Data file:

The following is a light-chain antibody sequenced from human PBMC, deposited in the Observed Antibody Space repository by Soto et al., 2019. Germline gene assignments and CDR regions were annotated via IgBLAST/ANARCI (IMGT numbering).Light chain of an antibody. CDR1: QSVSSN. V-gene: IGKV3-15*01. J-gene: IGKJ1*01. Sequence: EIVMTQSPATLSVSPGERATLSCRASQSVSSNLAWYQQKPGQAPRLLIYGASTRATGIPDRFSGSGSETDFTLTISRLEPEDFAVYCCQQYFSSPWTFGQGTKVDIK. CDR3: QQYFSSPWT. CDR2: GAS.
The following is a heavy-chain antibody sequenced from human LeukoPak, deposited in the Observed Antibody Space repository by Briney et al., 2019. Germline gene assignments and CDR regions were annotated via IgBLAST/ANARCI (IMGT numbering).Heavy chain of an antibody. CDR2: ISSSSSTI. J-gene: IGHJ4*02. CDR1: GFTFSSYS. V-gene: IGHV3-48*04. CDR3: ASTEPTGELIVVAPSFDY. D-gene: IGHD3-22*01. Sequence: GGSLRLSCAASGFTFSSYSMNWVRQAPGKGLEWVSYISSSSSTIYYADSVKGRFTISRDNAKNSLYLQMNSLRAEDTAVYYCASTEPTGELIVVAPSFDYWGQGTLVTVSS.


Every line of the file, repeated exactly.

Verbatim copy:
The following is a light-chain antibody sequenced from human PBMC, deposited in the Observed Antibody Space repository by Soto et al., 2019. Germline gene assignments and CDR regions were annotated via IgBLAST/ANARCI (IMGT numbering).Light chain of an antibody. CDR1: QSVSSN. V-gene: IGKV3-15*01. J-gene: IGKJ1*01. Sequence: EIVMTQSPATLSVSPGERATLSCRASQSVSSNLAWYQQKPGQAPRLLIYGASTRATGIPDRFSGSGSETDFTLTISRLEPEDFAVYCCQQYFSSPWTFGQGTKVDIK. CDR3: QQYFSSPWT. CDR2: GAS.
The following is a heavy-chain antibody sequenced from human LeukoPak, deposited in the Observed Antibody Space repository by Briney et al., 2019. Germline gene assignments and CDR regions were annotated via IgBLAST/ANARCI (IMGT numbering).Heavy chain of an antibody. CDR2: ISSSSSTI. J-gene: IGHJ4*02. CDR1: GFTFSSYS. V-gene: IGHV3-48*04. CDR3: ASTEPTGELIVVAPSFDY. D-gene: IGHD3-22*01. Sequence: GGSLRLSCAASGFTFSSYSMNWVRQAPGKGLEWVSYISSSSSTIYYADSVKGRFTISRDNAKNSLYLQMNSLRAEDTAVYYCASTEPTGELIVVAPSFDYWGQGTLVTVSS.